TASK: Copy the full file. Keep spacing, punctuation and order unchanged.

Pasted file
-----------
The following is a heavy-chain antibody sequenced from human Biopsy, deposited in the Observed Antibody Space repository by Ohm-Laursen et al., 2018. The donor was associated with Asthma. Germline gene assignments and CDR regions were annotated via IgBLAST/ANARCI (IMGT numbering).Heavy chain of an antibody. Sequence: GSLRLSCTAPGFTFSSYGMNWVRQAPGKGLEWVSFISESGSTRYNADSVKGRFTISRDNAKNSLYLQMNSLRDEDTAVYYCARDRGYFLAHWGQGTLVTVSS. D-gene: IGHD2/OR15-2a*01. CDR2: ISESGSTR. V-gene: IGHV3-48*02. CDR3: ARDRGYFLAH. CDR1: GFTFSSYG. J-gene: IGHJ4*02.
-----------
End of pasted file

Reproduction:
The following is a heavy-chain antibody sequenced from human Biopsy, deposited in the Observed Antibody Space repository by Ohm-Laursen et al., 2018. The donor was associated with Asthma. Germline gene assignments and CDR regions were annotated via IgBLAST/ANARCI (IMGT numbering).Heavy chain of an antibody. Sequence: GSLRLSCTAPGFTFSSYGMNWVRQAPGKGLEWVSFISESGSTRYNADSVKGRFTISRDNAKNSLYLQMNSLRDEDTAVYYCARDRGYFLAHWGQGTLVTVSS. D-gene: IGHD2/OR15-2a*01. CDR2: ISESGSTR. V-gene: IGHV3-48*02. CDR3: ARDRGYFLAH. CDR1: GFTFSSYG. J-gene: IGHJ4*02.